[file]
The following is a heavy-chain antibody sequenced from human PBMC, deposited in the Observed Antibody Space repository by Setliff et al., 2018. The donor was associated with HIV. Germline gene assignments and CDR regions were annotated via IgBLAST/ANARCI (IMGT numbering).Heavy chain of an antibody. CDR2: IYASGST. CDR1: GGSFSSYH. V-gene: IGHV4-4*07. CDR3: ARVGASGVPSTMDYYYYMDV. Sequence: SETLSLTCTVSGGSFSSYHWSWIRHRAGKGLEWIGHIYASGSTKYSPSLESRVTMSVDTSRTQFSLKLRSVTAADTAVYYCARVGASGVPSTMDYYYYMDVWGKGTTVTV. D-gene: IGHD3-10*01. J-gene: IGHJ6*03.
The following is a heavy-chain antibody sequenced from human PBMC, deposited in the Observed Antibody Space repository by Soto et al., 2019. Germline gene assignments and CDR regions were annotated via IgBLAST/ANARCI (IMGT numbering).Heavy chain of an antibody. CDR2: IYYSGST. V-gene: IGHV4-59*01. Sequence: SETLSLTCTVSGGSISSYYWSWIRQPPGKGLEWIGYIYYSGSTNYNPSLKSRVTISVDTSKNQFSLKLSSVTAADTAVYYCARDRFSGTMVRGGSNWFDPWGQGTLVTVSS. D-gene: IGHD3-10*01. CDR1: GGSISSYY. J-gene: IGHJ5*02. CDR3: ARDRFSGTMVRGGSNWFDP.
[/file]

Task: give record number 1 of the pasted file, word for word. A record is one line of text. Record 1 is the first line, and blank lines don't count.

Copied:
The following is a heavy-chain antibody sequenced from human PBMC, deposited in the Observed Antibody Space repository by Setliff et al., 2018. The donor was associated with HIV. Germline gene assignments and CDR regions were annotated via IgBLAST/ANARCI (IMGT numbering).Heavy chain of an antibody. CDR2: IYASGST. CDR1: GGSFSSYH. V-gene: IGHV4-4*07. CDR3: ARVGASGVPSTMDYYYYMDV. Sequence: SETLSLTCTVSGGSFSSYHWSWIRHRAGKGLEWIGHIYASGSTKYSPSLESRVTMSVDTSRTQFSLKLRSVTAADTAVYYCARVGASGVPSTMDYYYYMDVWGKGTTVTV. D-gene: IGHD3-10*01. J-gene: IGHJ6*03.